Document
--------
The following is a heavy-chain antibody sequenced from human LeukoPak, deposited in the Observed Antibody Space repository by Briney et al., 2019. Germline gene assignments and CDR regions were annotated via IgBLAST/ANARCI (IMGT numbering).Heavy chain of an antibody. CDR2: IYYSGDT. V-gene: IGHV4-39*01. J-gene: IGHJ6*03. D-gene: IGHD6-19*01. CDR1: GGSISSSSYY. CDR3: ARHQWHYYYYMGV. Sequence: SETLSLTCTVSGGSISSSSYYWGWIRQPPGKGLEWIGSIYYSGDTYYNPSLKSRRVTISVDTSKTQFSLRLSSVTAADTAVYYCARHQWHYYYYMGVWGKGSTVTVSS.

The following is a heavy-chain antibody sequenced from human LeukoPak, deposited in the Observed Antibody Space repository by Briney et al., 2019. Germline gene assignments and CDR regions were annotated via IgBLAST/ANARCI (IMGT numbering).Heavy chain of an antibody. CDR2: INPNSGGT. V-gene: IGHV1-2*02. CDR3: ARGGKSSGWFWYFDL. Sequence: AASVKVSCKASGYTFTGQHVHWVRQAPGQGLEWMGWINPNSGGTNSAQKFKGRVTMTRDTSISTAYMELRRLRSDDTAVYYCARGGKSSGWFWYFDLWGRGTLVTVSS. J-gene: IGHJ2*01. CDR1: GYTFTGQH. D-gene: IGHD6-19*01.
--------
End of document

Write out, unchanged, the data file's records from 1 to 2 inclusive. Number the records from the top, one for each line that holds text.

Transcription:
The following is a heavy-chain antibody sequenced from human LeukoPak, deposited in the Observed Antibody Space repository by Briney et al., 2019. Germline gene assignments and CDR regions were annotated via IgBLAST/ANARCI (IMGT numbering).Heavy chain of an antibody. CDR2: IYYSGDT. V-gene: IGHV4-39*01. J-gene: IGHJ6*03. D-gene: IGHD6-19*01. CDR1: GGSISSSSYY. CDR3: ARHQWHYYYYMGV. Sequence: SETLSLTCTVSGGSISSSSYYWGWIRQPPGKGLEWIGSIYYSGDTYYNPSLKSRRVTISVDTSKTQFSLRLSSVTAADTAVYYCARHQWHYYYYMGVWGKGSTVTVSS.

The following is a heavy-chain antibody sequenced from human LeukoPak, deposited in the Observed Antibody Space repository by Briney et al., 2019. Germline gene assignments and CDR regions were annotated via IgBLAST/ANARCI (IMGT numbering).Heavy chain of an antibody. CDR2: INPNSGGT. V-gene: IGHV1-2*02. CDR3: ARGGKSSGWFWYFDL. Sequence: AASVKVSCKASGYTFTGQHVHWVRQAPGQGLEWMGWINPNSGGTNSAQKFKGRVTMTRDTSISTAYMELRRLRSDDTAVYYCARGGKSSGWFWYFDLWGRGTLVTVSS. J-gene: IGHJ2*01. CDR1: GYTFTGQH. D-gene: IGHD6-19*01.